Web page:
IT can reduce your risk of major illnesses, such as heart disease, stroke, diabetes and cancer by up to 50% per cent and lower your risk of early death by up to 30 per cent.
It’s free, easy to take, has an immediate effect and you don’t need a GP to get some. Its name? Exercise.
According to a recent NHS study, exercise is the miracle cure we’ve always had, but we’ve neglected to take our recommended dose for too long and our health is now suffering as a consequence.
Whatever your age, there’s strong scientific evidence that being physically active can help you lead a healthier and even happier life.
People who do regular activity have a lower risk of many chronic diseases, such as heart disease, type 2 diabetes, stroke and some cancers.
Research shows that physical activity can also boost self-esteem, mood, sleep quality and energy, as well as reducing your risk of stress, depression, dementia and Alzheimer’s disease.
“If exercise were a pill, it would be one of the most cost-effective drugs ever invented,” says Dr Nick Cavill, a health promotion consultant.
Given the overwhelming evidence, it seems obvious that we should all be physically active. It’s essential if you want to live a healthy and fulfilling life into old age.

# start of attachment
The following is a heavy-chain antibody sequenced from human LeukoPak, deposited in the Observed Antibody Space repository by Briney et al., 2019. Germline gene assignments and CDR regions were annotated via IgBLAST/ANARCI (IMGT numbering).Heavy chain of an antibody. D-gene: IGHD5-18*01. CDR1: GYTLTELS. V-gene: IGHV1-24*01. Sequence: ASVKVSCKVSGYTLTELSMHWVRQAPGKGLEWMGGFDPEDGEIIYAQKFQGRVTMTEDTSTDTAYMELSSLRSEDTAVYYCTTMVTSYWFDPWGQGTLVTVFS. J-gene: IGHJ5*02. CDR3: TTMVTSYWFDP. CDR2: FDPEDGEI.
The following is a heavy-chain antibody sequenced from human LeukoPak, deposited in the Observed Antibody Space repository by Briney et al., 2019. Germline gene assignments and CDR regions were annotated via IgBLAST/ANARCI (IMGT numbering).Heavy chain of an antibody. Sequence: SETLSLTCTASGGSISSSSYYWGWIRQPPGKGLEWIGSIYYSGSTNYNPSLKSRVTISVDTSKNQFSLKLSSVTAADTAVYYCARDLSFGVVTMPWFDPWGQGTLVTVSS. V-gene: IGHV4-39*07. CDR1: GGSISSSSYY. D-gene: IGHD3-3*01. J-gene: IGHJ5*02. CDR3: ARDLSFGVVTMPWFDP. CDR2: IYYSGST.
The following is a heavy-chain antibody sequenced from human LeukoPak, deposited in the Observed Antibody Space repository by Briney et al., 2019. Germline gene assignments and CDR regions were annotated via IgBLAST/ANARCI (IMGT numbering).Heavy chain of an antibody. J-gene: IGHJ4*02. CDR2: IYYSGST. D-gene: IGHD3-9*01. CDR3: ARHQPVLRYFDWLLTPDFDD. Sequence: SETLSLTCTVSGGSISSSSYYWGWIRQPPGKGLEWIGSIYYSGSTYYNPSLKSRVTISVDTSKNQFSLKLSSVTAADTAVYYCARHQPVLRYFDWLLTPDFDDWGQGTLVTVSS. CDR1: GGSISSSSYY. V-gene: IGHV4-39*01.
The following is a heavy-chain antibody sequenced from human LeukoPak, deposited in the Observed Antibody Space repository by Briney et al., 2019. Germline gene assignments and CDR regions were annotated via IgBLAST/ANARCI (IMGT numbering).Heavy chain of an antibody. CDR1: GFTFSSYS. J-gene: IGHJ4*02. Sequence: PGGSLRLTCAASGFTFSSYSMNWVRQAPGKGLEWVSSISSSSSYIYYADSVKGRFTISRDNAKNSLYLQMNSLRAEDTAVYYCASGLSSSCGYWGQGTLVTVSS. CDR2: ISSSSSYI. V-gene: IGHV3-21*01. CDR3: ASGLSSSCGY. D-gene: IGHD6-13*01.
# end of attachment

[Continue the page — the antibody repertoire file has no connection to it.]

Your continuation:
It’s medically proven that people who do regular physical activity have:
- up to a 35% lower risk of coronary heart disease and stroke
- up to a 50% lower risk of type 2 diabetes
- up to a 50% lower risk of colon cancer
- up to a 20% lower risk of breast cancer
- a 30% lower risk of early death
- up to an 83% lower risk of osteoarthritis
- up to a 68% lower risk of hip fracture
- a 30% lower risk of falls (among older adults)
- up to a 30% lower risk of depression
- up to a 30% lower risk of dementia
A Modern Problem
People are less active nowadays, partly because technology has made our lives easier. We drive cars or take public transport. Machines wash our clothes. We entertain ourselves in front of a TV or computer screen. Fewer people are doing manual work, and most of us have jobs that involve little physical effort. Work, house chores, shopping and other necessary activities are far less demanding than for previous generations.
We move around less and burn off less energy than people used to. Research suggests that many adults spend more than seven hours a day sitting down, at work, on transport or in their leisure time.
Alun Peacock, Managing Director of gymBUG, St Helens’ newest gym – and the matchball sponsor when we take on Huddersfield this Saturday – agrees with the research findings: “To stay healthy or to improve wellbeing, it is our feeling that adults need to do two types of physical activity each week: both aerobic and muscle-strengthening activity. However, we also realise that the level of physical activity each person needs to do depends on their age and physical ability.
“At gymBUG we are sympathetic to this and have designed a workout space to cater for absolutely all abilities and experiences, from first-timers to seasoned athletes. By bringing this facility to St Helens at affordable prices we have also ensured that getting fitter is now available to all.”
Join online at www.thegymbug.com or visit us today.